Friday, September 12, 2008

Feeling it

I’m finally learning how this blog site “visits” thing works. And it is confirming, in strange ways, a lot of my suspicions about this presidential campaign.

All the “visitors” in the past week aren’t reading about Mount St. Helens or my motor scooter diaries. No need to “warn” them that I’m going off their topic of choice: Sarah Palin’s glasses.

Alas, they never even see the posts about what E10 does to two-stroke engines or how I walked away from Mount St. Helens a wiser man.

And they will never see these words either.

No, they are coming directly to the “spec-tacular” Sarah post.

Yesterday when I googled “Sarah Palin” and “glasses,” the Red Electric came up something like eighth on the list. No wonder I had 800 visits on Saturday, up from the normal 40 to 50. It’s still running around 150.

As the glasses freaks mellow out and go back to doing whatever they do, the visits will drop.

The rush to read about Sarah’s glasses is a reminder that it’s not what Sarah (or any politician) says that will get her or him elected. It’s not what she tells Charles Gibson; it’s how she looks — how she “feels.”

Yes, television is a tactile as well as a visual medium.

Tactile is a concept, first applied to our “Teflon president” Ronald Reagan. Nothing stuck to him because he was just such a “feel good” guy with a sunny personality,

And nothing is sticking now to Sarah with her intriguing marmish glasses and her “frontier fundamentalism.”

Not Bristol’s baby
Not Troopergate
Not Bridge-to-Nowhere flip-flops
Not hubby’s secessionist streak
Not state per diems on her own house
Not bravely shooting fish (wolves) in a barrel (on the tundra) from an airplane.

Why isn’t it sticking? We don’t live in a rational, thinking times. We see, relate and feel. That’s why the Christian Right us so excited about Sarah. Religion and reason don’t mix. It’s all about “feeling it.”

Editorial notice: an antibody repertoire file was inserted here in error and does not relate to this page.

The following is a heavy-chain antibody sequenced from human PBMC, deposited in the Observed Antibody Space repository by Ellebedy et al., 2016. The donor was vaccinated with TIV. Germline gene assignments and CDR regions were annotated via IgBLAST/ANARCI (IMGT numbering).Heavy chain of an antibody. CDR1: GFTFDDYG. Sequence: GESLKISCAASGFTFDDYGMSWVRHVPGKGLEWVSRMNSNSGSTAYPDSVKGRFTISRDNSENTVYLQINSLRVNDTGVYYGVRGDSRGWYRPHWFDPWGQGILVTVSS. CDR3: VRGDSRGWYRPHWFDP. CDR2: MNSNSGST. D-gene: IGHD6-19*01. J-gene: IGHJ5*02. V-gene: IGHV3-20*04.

How Sarah looks and acts trumps what she has (and hasn’t) done, and certainly what she merely says.

Memo to Barack Obama: Look and act presidential and pissed as hell! Let’s feel it!

Don’t quietly lay out your education policy in front of a bunch of kids, teachers and administrators assembled in a school library, as you did the other day. (Shhhhh!! This is a library.)

Take it to the streets, Barack. Put it to throngs. Large ones.

Whip them up. The streets are where drop-outs end up. Tell 'em that if they “get back in school,” the Obama administration will make the schools worth getting back into.

Go after the plutocrats, the politician with nine houses, the “bubble” politician who thinks you aren’t rich until you make $5 million a year, the oil barons and the Gucci Gulch lobbyists.

Do it, do it fast and do it with feeling!

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Thursday, September 11, 2008

Scoot returns with stabilizer, holding tank

There are still a few dozen of you grazing here from the “Sarah’s glasses” stampede.

Posts since you have arrived have diverged wildly from Sarah’s specs.

I mean how far off course can you get than the rim of Mount St. Helens?

This one should send the rest of you back from whence you came. Then again, you are welcomed to browse, just note that you’ve been warned.

The scooter is back and running again. I explained last week how it suddenly died on me, how I wheeled it several city blocks to my mechanic, the sweltering, bandana-ed Kevin. On his cigarette break, he informed me that the ethanol required in the gas throughout the city (and, it turns out, the state) is killing off two-stroke engines.

Actually, when I went to pick up the scoot, he said ALL small engines are going through death throes from E10 gas.

Kevin, who is co-owner of Scooter Street with his wife, Paula, still had work to do on the scoot — flushing the gas tank, replacing two fuel filters and cleaning the fuel line.

I wandered up to the County Elections Office to pick up voter registration forms. Yes, I’m out to mint some new Oregonian voters in our typically Democratic Portland neighborhood.

The Elections Office was quiet and efficient. I still had time to kill so I wandered into Columbia Scooters, which is not far from the competing Scooter Street.

“What do you know about how ethanol affects your scooter engines?” I asked the young guy on the sales floor.

“No problem,” he said. “We don’t even recommend premium gas.” He didn’t take the opportunity to sell me one of his seemingly care-free scooters. “Most of them are accounted for,” he said. These are good times for scooter dealers.

Back at Scooter Street, I didn’t share my Columbia Scooter story with Kevin and Paula. Kevin showed me specks of crude that he had found in the fuel line. He recommended storing newly bought gas in a separate tank to let impurities settle out. He also told me to get some “fuel stabilizer” for the stored gas. (See Scoot with new "accessories.")

Paula referred me to an on-line Oregonian story warning of the E10 problem. She and Kevin had linked to it from their site, but when I went to the story, it was no longer posted. Never mind. There were others. Here and here for starters.